From our first contact the experience has not disappointed. You have been prompt and responsive and treated us and our condo as a top priority throughout. We started the process in May and from the beginning we established a timeline and expectations. May was the perfect time to start for a sale in mid-September with a close in mid-Oct.

You went to work on our place immediately, engaging Gigi Park and getting us estimates and a timeline for the required work prior to sale. You walked us through the entire process and based on your advice we negotiated an early move-out for our tenant. We knew that there was deferred maintenance going into the project, and spent the money to bring the place into top form. Over the summer you would check in periodically to make sure everything was on track, and as the work progressed our timeline unfolded exactly as expected.

Due to the early move out we were able to market the property in mid-September which was an optimal time. With the work completed, Katrina’s staging really showed off the beauty of the location and the rooms. The brochure was beautiful and it was thrilling to see our place featured in your newsletter. Tom kept track of the Zillow hits — over 2000 views and over 25 favorites!

Offer day we were happy with the offers and then ecstatic. Adding to our comfort level was knowing that the offer we chose was from a couple who worked with an agent and mortgage broker with whom you have close ties. It helped us believe that the deal would really go through and that we were dealing with high integrity buyers who would love our home as we had.

The close went smoothly and we knew if we had questions you were just a text or a call or an email away throughout.

Thanks again!

–KT and Tom

(See Tom’s comments below)

To add to what Katy says, I’d like to note that since we used Alex for his knowledge and skill regarding our sale, we followed all of his advice. We staged, painted, repaired and replaced fixtures as he advised and didn’t try to quibble with, or shortcut his guidance.

Congratulations again guys! Thanks for the great testimonial. So glad it worked out on such an extraordinary level. Keep in touch and let’s get you moved back to the City! Go Giants!

Gorgeous Sunset Flat

SOLD! 1582 48th Ave | Outer Sunset Top Floor Condo By Ocean Beach Gets $226,000 Over Asking

To say we knocked it out of the park on this sale would be an understatement. Transaction details below:

As much as I love doing a stellar job for the sellers I represent, it honestly pains me when we set a new high water mark for San Francisco real estate sales, because it makes it that much harder for the next buyers out there trying to buy the next property that comes along.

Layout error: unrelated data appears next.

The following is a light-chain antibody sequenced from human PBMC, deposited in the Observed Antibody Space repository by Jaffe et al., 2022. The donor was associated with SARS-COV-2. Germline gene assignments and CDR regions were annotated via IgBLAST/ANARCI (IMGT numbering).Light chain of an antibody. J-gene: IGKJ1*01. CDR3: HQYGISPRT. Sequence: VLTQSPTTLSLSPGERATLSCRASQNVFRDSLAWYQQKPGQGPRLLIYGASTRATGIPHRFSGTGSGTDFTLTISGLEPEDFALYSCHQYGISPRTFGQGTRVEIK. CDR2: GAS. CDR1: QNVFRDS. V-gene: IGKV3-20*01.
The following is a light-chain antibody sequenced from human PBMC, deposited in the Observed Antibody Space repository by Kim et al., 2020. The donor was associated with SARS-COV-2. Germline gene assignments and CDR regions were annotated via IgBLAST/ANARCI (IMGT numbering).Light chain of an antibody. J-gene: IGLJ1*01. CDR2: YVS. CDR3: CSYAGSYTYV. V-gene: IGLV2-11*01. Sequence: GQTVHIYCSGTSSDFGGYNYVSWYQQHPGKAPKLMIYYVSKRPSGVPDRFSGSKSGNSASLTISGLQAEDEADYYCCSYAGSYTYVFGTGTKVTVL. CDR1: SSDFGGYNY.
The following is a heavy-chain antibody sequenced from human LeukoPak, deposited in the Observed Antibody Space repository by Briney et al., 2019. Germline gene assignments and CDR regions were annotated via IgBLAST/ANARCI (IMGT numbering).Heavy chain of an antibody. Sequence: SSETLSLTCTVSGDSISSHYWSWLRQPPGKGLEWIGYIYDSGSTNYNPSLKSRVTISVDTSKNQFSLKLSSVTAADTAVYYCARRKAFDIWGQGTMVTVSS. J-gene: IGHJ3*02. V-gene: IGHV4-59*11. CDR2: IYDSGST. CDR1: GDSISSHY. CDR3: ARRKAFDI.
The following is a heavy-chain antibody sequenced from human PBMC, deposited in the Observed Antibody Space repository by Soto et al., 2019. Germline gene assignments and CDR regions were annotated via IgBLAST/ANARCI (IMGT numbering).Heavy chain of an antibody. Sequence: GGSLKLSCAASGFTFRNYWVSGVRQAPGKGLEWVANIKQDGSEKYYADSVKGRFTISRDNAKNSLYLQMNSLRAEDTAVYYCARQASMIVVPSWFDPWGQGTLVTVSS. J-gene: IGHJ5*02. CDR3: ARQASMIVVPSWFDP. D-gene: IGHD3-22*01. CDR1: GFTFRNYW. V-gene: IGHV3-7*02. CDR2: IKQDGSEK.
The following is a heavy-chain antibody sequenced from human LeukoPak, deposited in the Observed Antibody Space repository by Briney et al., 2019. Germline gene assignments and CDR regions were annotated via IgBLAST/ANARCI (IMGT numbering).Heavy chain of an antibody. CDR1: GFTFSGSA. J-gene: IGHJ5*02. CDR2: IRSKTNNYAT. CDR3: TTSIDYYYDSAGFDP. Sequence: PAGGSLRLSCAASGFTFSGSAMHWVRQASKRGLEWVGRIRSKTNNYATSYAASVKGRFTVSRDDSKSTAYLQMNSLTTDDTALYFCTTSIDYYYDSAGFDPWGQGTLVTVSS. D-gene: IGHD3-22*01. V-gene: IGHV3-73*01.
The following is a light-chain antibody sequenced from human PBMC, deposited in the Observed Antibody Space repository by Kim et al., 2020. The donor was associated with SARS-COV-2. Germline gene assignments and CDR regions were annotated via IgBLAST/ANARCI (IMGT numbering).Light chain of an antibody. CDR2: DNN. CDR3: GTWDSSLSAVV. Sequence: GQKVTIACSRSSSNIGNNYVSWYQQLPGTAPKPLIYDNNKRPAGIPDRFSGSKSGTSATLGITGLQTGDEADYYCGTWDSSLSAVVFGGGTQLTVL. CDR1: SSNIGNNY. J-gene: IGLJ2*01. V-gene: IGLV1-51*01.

Listed at $589,000, we received 8 offers, 3 of which were over $800,000, and we just closed yesterday for $815,000. That’s $226,000 over asking for a condo in the Outer Sunset. Put another way, 38.37% over list price. When we had received an offer at $750,000, we thought that was going to be the best. Alas, it was not. We could have actually sold this property an hour after it hit MLS, but we declined the offer, and I pushed for an offer date. It paid dividends. The sellers are thrilled, as are the winning buyers, the the SF-Marin Food Bank will be getting a check from me shortly, and I got a bottle of Johnnie Walker Blue Label out of this deal. Suuuweet! Thanks John!

This fabulous top floor condominium in the oh-so popular Outer Sunset is one block from the Ocean, two blocks from Judah street shops/restaurants/N-Judah, and a few blocks from Golden Gate Park. This is an outdoor lover’s dream. The home features an open floor plan with living/dining area including a wood burning fireplace, partial views to the Ocean, kitchen with bar counter opening to dining area, in unit W&D, Master Bedroom with ensuite Bathroom, Central Vacuum, SxS parking, TONS of extra storage, and shared yard. Property was recently painted, has a new fence, and new carpet in common area. It’s an amazing property and we marketed it at an amazing price, not really knowing where it would sell.

If you have a property in San Francisco, and you’d like me to help you sell it, I have a great team and we’ll get it done just like we did on this, and many of the other transactions I’ve orchestrated in and around San Francisco.

Are you a buyer curious about the Outer Sunset? I know the area very, very well. I can help you. For a taster, check out this post by Refinery 29: What To Do In Outer Sunset (Slideshow)

1582 48th Ave @ Lawton
List Price: $589,000
Sold Price: $815,000
10 days on the Market

Outer Sunset: Hip By The Beach [SF Examiner]
Some of my recent transaction [theFrontSteps – Alexander Clark]
How I “give back” with each transaction [theFrontSteps]